Do you really need to “live on the dole” to understand?
Oh Jenny Macklin, it’s only the second day of the year and you’re in a deep mess, made messier by the clumsy efforts of your staff to clean up after you.
And now an argument over whether single mothers of children aged 8 and over should work has turned into an argument about the generosity, or not, of the dole. They are actually two different debates.
But now you’ve opened the door to Greens MP Adam Bandt to challenge you to join him in a week-long stunt that will not reveal anything of substance.
Bandt, who is facing an exciting 2013, getting married and probably losing his job, has questioned Macklin’s claim that she could live on the $35-a-day Newstart allowance (can we stop calling it “Newstart” and just go back to the “dole”?).
Macklin, as the minister in charge of the biggest pot of money in the Federal Budget, gets paid $903 a day.
Welfare advocates say she can’t possibly empathise with welfare-dependents on her salary.
Macklin has never struck me as being someone lacking empathy. It was slightly startling to hear her quick reply to the million-dollar question - “could you live on the dole?” if only for the reason her answer was so assured.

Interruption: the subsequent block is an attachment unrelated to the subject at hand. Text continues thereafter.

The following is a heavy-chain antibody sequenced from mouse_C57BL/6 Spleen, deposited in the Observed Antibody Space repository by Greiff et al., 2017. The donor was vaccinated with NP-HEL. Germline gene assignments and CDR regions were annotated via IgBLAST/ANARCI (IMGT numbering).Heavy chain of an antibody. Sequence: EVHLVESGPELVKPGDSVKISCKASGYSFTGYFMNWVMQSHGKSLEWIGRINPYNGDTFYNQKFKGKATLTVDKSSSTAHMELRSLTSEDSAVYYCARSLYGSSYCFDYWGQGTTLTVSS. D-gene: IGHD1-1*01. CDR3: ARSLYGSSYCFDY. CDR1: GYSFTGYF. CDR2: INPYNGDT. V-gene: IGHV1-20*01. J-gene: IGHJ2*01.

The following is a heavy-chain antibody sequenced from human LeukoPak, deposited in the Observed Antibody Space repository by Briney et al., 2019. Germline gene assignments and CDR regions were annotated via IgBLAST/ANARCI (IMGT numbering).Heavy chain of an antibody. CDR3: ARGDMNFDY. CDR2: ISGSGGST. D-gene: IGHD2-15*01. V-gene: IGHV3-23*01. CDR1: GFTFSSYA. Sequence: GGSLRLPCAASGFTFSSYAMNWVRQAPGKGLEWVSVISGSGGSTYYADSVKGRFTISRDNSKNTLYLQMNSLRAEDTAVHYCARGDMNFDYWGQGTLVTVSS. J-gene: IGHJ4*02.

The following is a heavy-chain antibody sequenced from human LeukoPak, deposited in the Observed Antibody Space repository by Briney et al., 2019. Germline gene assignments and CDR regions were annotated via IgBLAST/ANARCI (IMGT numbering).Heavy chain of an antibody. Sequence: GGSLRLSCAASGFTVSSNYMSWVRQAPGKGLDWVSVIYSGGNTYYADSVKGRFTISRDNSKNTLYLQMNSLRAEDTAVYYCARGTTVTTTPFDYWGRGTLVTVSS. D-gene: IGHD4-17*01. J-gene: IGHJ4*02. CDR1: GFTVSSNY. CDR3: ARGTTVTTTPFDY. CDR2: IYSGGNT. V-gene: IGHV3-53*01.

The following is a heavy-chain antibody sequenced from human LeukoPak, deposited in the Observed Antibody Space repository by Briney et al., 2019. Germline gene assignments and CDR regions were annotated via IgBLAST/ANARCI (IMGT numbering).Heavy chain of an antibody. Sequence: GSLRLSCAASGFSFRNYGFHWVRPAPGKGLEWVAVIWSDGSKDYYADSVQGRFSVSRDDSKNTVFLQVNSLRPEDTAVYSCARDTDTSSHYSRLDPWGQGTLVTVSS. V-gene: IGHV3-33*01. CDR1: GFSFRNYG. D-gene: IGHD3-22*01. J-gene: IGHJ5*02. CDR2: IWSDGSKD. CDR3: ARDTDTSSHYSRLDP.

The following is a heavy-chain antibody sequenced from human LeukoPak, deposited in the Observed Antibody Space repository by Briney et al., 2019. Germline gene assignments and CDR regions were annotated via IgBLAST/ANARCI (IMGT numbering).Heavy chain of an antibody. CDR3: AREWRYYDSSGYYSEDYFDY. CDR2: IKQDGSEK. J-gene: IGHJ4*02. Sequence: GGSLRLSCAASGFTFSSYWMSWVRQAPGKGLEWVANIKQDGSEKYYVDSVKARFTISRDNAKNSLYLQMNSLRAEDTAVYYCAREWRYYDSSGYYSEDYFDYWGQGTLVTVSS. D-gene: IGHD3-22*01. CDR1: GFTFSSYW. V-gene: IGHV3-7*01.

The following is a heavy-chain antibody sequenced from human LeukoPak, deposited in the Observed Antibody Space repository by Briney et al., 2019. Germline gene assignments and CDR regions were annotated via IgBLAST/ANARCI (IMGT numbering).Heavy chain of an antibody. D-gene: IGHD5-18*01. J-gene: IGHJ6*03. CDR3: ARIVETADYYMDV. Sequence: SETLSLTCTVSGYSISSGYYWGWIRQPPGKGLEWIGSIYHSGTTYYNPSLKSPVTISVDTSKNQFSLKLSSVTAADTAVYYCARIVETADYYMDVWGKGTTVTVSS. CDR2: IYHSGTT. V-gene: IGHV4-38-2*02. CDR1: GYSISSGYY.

[For the record, she said: “I could”]
Most politicians in that situation give the pat response that the dole is not about providing a comfortable life, that it is a safety-net, and that people should be encourage to go back to work. Sometimes they also throw in a bit of fiscal responsibility and a reference to “priorities” and the National Disability Insurance Scheme.
It is safe to say most people would not claim they could live on $35 a day.
Macklin may well be rethinking her position on the question. But the answer is meaningless really.
And spending one week “living” on the dole is a hypothetical charade that doesn’t take into account myriad factors such as education, family situation, or even the time of year (I bet winter in Melbourne would be much tougher on the poor than summer).
We don’t pay our Federal Ministers all that money to live the lives of all their constituents.
The Health Minister is not a doctor, the Defence Minister is not a soldier, the Immigration Minister was born and raised in Sydney and the Childcare Minister does not have children.
We pay these people to seek and act on the best possible policy advice.
Bandt will no doubt go ahead with his plan, but we don’t need him to tell us $35 a day does not make for much of a material existence.
The argument should be whether that’s its job.
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